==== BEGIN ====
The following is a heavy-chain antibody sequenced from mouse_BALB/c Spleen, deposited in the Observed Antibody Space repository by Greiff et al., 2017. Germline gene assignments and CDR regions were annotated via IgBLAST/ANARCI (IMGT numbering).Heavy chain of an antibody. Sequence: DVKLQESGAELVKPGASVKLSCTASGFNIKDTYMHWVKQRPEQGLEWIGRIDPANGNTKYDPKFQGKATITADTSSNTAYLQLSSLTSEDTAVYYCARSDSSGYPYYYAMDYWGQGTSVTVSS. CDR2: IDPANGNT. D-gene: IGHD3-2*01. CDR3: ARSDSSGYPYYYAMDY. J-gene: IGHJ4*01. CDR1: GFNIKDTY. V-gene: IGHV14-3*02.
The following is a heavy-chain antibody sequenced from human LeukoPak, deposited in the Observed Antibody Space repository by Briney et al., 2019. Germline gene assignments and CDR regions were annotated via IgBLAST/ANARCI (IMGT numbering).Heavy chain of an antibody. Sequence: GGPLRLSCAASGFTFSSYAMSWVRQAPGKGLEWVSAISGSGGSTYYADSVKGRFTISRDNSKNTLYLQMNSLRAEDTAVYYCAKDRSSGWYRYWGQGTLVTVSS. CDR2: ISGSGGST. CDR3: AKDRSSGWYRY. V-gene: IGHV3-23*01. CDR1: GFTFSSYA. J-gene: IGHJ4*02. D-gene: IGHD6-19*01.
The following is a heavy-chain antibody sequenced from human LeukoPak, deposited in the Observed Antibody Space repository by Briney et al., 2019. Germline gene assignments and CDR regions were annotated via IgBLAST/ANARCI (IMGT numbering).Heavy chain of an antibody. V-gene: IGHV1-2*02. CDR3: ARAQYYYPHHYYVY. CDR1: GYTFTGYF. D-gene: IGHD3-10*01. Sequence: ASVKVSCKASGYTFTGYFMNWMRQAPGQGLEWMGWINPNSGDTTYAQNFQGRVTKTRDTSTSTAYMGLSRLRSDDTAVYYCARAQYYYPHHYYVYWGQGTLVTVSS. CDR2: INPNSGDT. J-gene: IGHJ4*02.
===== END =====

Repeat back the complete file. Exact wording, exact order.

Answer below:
The following is a heavy-chain antibody sequenced from mouse_BALB/c Spleen, deposited in the Observed Antibody Space repository by Greiff et al., 2017. Germline gene assignments and CDR regions were annotated via IgBLAST/ANARCI (IMGT numbering).Heavy chain of an antibody. Sequence: DVKLQESGAELVKPGASVKLSCTASGFNIKDTYMHWVKQRPEQGLEWIGRIDPANGNTKYDPKFQGKATITADTSSNTAYLQLSSLTSEDTAVYYCARSDSSGYPYYYAMDYWGQGTSVTVSS. CDR2: IDPANGNT. D-gene: IGHD3-2*01. CDR3: ARSDSSGYPYYYAMDY. J-gene: IGHJ4*01. CDR1: GFNIKDTY. V-gene: IGHV14-3*02.
The following is a heavy-chain antibody sequenced from human LeukoPak, deposited in the Observed Antibody Space repository by Briney et al., 2019. Germline gene assignments and CDR regions were annotated via IgBLAST/ANARCI (IMGT numbering).Heavy chain of an antibody. Sequence: GGPLRLSCAASGFTFSSYAMSWVRQAPGKGLEWVSAISGSGGSTYYADSVKGRFTISRDNSKNTLYLQMNSLRAEDTAVYYCAKDRSSGWYRYWGQGTLVTVSS. CDR2: ISGSGGST. CDR3: AKDRSSGWYRY. V-gene: IGHV3-23*01. CDR1: GFTFSSYA. J-gene: IGHJ4*02. D-gene: IGHD6-19*01.
The following is a heavy-chain antibody sequenced from human LeukoPak, deposited in the Observed Antibody Space repository by Briney et al., 2019. Germline gene assignments and CDR regions were annotated via IgBLAST/ANARCI (IMGT numbering).Heavy chain of an antibody. V-gene: IGHV1-2*02. CDR3: ARAQYYYPHHYYVY. CDR1: GYTFTGYF. D-gene: IGHD3-10*01. Sequence: ASVKVSCKASGYTFTGYFMNWMRQAPGQGLEWMGWINPNSGDTTYAQNFQGRVTKTRDTSTSTAYMGLSRLRSDDTAVYYCARAQYYYPHHYYVYWGQGTLVTVSS. CDR2: INPNSGDT. J-gene: IGHJ4*02.